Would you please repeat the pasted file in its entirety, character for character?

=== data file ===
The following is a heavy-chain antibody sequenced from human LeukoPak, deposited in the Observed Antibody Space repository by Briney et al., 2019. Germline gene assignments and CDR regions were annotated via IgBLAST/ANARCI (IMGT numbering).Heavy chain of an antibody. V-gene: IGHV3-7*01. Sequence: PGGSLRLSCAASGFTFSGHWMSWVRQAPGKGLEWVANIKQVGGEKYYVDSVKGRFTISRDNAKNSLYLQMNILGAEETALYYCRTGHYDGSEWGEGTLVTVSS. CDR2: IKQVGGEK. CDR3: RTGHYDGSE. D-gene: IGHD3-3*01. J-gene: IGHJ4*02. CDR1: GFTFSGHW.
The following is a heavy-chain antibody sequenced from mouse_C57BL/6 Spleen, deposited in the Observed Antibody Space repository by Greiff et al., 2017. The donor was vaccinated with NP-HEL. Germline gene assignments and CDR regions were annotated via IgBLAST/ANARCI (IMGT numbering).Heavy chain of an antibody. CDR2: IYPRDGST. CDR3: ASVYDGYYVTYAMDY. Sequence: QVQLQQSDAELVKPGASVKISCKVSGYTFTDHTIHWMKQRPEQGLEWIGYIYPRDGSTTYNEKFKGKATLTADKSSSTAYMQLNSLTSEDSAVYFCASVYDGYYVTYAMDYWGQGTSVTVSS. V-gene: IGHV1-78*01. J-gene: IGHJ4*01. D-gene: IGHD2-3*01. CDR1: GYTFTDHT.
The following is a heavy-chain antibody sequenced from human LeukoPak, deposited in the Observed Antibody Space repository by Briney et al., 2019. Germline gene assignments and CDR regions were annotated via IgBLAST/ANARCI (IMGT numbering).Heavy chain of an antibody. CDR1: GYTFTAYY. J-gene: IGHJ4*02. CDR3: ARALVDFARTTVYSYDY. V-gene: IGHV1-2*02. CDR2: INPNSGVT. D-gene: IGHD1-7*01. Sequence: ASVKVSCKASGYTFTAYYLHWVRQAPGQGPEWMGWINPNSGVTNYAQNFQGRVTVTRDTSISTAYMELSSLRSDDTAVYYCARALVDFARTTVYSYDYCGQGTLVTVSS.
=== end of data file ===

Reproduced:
The following is a heavy-chain antibody sequenced from human LeukoPak, deposited in the Observed Antibody Space repository by Briney et al., 2019. Germline gene assignments and CDR regions were annotated via IgBLAST/ANARCI (IMGT numbering).Heavy chain of an antibody. V-gene: IGHV3-7*01. Sequence: PGGSLRLSCAASGFTFSGHWMSWVRQAPGKGLEWVANIKQVGGEKYYVDSVKGRFTISRDNAKNSLYLQMNILGAEETALYYCRTGHYDGSEWGEGTLVTVSS. CDR2: IKQVGGEK. CDR3: RTGHYDGSE. D-gene: IGHD3-3*01. J-gene: IGHJ4*02. CDR1: GFTFSGHW.
The following is a heavy-chain antibody sequenced from mouse_C57BL/6 Spleen, deposited in the Observed Antibody Space repository by Greiff et al., 2017. The donor was vaccinated with NP-HEL. Germline gene assignments and CDR regions were annotated via IgBLAST/ANARCI (IMGT numbering).Heavy chain of an antibody. CDR2: IYPRDGST. CDR3: ASVYDGYYVTYAMDY. Sequence: QVQLQQSDAELVKPGASVKISCKVSGYTFTDHTIHWMKQRPEQGLEWIGYIYPRDGSTTYNEKFKGKATLTADKSSSTAYMQLNSLTSEDSAVYFCASVYDGYYVTYAMDYWGQGTSVTVSS. V-gene: IGHV1-78*01. J-gene: IGHJ4*01. D-gene: IGHD2-3*01. CDR1: GYTFTDHT.
The following is a heavy-chain antibody sequenced from human LeukoPak, deposited in the Observed Antibody Space repository by Briney et al., 2019. Germline gene assignments and CDR regions were annotated via IgBLAST/ANARCI (IMGT numbering).Heavy chain of an antibody. CDR1: GYTFTAYY. J-gene: IGHJ4*02. CDR3: ARALVDFARTTVYSYDY. V-gene: IGHV1-2*02. CDR2: INPNSGVT. D-gene: IGHD1-7*01. Sequence: ASVKVSCKASGYTFTAYYLHWVRQAPGQGPEWMGWINPNSGVTNYAQNFQGRVTVTRDTSISTAYMELSSLRSDDTAVYYCARALVDFARTTVYSYDYCGQGTLVTVSS.